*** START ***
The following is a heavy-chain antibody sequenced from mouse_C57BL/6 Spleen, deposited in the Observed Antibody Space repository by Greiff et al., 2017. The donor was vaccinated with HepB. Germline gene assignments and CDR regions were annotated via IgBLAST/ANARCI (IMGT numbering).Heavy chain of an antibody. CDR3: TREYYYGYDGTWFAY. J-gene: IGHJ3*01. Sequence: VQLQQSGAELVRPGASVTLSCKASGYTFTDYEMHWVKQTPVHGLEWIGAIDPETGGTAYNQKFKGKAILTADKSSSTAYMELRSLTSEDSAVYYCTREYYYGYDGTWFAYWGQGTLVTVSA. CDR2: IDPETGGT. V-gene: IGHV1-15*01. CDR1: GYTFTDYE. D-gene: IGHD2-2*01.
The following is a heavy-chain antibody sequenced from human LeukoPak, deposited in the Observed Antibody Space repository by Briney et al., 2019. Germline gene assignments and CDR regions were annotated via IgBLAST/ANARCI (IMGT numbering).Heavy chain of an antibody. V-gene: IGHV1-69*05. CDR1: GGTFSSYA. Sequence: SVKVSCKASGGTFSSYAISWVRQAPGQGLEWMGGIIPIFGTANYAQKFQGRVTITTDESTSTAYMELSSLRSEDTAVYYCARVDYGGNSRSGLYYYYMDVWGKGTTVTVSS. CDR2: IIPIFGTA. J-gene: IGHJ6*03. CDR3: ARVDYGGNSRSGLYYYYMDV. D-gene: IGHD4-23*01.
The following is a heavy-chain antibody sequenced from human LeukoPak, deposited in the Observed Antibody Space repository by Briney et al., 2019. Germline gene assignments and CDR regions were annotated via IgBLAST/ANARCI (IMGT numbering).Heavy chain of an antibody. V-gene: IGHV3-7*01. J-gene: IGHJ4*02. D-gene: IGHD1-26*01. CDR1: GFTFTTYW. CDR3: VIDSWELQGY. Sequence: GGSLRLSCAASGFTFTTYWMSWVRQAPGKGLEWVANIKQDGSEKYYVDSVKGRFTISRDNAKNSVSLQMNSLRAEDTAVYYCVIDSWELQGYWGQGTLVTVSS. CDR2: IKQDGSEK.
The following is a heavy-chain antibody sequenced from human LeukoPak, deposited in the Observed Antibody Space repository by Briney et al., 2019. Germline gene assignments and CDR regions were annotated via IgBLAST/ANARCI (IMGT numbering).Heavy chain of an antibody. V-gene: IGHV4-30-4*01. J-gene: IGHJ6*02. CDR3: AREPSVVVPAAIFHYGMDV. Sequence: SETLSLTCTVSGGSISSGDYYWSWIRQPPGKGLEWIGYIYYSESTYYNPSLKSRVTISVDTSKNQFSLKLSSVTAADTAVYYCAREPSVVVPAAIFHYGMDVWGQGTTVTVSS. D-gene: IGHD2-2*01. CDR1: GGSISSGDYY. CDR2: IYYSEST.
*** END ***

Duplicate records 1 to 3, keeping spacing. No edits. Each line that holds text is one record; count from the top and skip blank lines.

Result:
The following is a heavy-chain antibody sequenced from mouse_C57BL/6 Spleen, deposited in the Observed Antibody Space repository by Greiff et al., 2017. The donor was vaccinated with HepB. Germline gene assignments and CDR regions were annotated via IgBLAST/ANARCI (IMGT numbering).Heavy chain of an antibody. CDR3: TREYYYGYDGTWFAY. J-gene: IGHJ3*01. Sequence: VQLQQSGAELVRPGASVTLSCKASGYTFTDYEMHWVKQTPVHGLEWIGAIDPETGGTAYNQKFKGKAILTADKSSSTAYMELRSLTSEDSAVYYCTREYYYGYDGTWFAYWGQGTLVTVSA. CDR2: IDPETGGT. V-gene: IGHV1-15*01. CDR1: GYTFTDYE. D-gene: IGHD2-2*01.
The following is a heavy-chain antibody sequenced from human LeukoPak, deposited in the Observed Antibody Space repository by Briney et al., 2019. Germline gene assignments and CDR regions were annotated via IgBLAST/ANARCI (IMGT numbering).Heavy chain of an antibody. V-gene: IGHV1-69*05. CDR1: GGTFSSYA. Sequence: SVKVSCKASGGTFSSYAISWVRQAPGQGLEWMGGIIPIFGTANYAQKFQGRVTITTDESTSTAYMELSSLRSEDTAVYYCARVDYGGNSRSGLYYYYMDVWGKGTTVTVSS. CDR2: IIPIFGTA. J-gene: IGHJ6*03. CDR3: ARVDYGGNSRSGLYYYYMDV. D-gene: IGHD4-23*01.
The following is a heavy-chain antibody sequenced from human LeukoPak, deposited in the Observed Antibody Space repository by Briney et al., 2019. Germline gene assignments and CDR regions were annotated via IgBLAST/ANARCI (IMGT numbering).Heavy chain of an antibody. V-gene: IGHV3-7*01. J-gene: IGHJ4*02. D-gene: IGHD1-26*01. CDR1: GFTFTTYW. CDR3: VIDSWELQGY. Sequence: GGSLRLSCAASGFTFTTYWMSWVRQAPGKGLEWVANIKQDGSEKYYVDSVKGRFTISRDNAKNSVSLQMNSLRAEDTAVYYCVIDSWELQGYWGQGTLVTVSS. CDR2: IKQDGSEK.